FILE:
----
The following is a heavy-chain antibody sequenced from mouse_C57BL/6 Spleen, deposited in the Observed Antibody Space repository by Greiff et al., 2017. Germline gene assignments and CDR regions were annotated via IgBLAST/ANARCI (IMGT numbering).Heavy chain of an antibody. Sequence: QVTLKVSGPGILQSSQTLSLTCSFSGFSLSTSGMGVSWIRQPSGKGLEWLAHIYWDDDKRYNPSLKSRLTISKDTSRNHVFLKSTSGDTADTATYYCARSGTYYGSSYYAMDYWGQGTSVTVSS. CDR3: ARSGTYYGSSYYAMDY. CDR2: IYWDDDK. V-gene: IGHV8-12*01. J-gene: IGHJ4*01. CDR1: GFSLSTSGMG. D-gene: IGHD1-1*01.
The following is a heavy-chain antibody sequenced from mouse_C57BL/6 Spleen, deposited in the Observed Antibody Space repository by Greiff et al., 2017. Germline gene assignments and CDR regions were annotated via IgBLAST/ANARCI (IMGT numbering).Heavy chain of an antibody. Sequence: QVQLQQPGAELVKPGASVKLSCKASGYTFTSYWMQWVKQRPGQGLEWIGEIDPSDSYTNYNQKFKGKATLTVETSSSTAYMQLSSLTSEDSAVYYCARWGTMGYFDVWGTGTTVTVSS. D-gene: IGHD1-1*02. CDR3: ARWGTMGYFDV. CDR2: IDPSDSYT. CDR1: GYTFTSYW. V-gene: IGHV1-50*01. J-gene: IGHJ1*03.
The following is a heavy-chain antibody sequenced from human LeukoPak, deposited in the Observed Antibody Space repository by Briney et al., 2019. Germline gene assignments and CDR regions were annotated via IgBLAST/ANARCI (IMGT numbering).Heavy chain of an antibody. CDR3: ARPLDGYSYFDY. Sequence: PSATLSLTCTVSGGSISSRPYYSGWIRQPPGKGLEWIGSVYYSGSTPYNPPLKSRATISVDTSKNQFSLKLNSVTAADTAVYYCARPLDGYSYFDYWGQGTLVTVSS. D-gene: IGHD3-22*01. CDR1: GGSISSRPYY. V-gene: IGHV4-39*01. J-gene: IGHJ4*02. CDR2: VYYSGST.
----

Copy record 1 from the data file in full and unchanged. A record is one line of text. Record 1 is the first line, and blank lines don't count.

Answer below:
The following is a heavy-chain antibody sequenced from mouse_C57BL/6 Spleen, deposited in the Observed Antibody Space repository by Greiff et al., 2017. Germline gene assignments and CDR regions were annotated via IgBLAST/ANARCI (IMGT numbering).Heavy chain of an antibody. Sequence: QVTLKVSGPGILQSSQTLSLTCSFSGFSLSTSGMGVSWIRQPSGKGLEWLAHIYWDDDKRYNPSLKSRLTISKDTSRNHVFLKSTSGDTADTATYYCARSGTYYGSSYYAMDYWGQGTSVTVSS. CDR3: ARSGTYYGSSYYAMDY. CDR2: IYWDDDK. V-gene: IGHV8-12*01. J-gene: IGHJ4*01. CDR1: GFSLSTSGMG. D-gene: IGHD1-1*01.